We got a tip yesterday that Bridgette Frazier had left her job as legal counsel for the Arkansas lottery. Nobody wanted to say much. Ernestine Middleton, v.p. for administration, finally sent an e-mail saying Frazier had resigned and the job had not been posted so she couldn't answer a question about a replacement. Frazier sent a brief e-mail in response to our question: “I have left. I had a great time and it was an honor to work with so many wonderful Arkansans.”
Frazier, who had worked on Commission Chairman Ray Thornton's staff when he was a congressman, along with now-Sen. Bob Johnson, was hired in July from a House counsel job created when Johnson was House speaker for $105,000. The connections drew some attention in the lottery startup.
Thornton told legislators at an oversight meeting today that Frazier resigned in a disagreement over which lottery staff members should receive merit pay increases. The dispute apparently was with Middleton. Frazier had noted to us in a conversation some time ago that her pay was relatively modest for an experienced lawyer, particularly when compared with the $200,000 and up, way up, pay received by Middleton, Director Ernie Passailaigue, etc. (PS: It was unclear from the report we received from a person attending the meeting if the disagreement over pay related to Frazier's or other members of the commission staff. But we were later informed that it related to Frazier's argument that pay increases were due some lower paid employees -- pay raises that weren't planned -- unless the lottery adopted specific rules to supersede the law. She stood up for Arkies, in other words.)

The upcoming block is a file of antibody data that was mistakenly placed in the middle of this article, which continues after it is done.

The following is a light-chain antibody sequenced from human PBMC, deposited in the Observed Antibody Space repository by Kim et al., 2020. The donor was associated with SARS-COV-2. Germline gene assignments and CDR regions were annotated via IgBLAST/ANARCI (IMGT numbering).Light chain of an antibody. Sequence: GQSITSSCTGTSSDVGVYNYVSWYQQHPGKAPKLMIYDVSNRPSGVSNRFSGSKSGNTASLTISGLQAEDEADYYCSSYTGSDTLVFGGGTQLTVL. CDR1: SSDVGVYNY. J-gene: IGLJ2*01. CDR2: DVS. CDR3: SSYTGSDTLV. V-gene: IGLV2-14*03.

Middleton and Ernie P. didn't make the meeting today. Middleton wasn't in the office yesterday either.
UPDATE II: House Speaker Robbie Wills, the stepfather of the Arkansas Lottery, hopes the scholarships will be worth $5,000 each when they get rolling.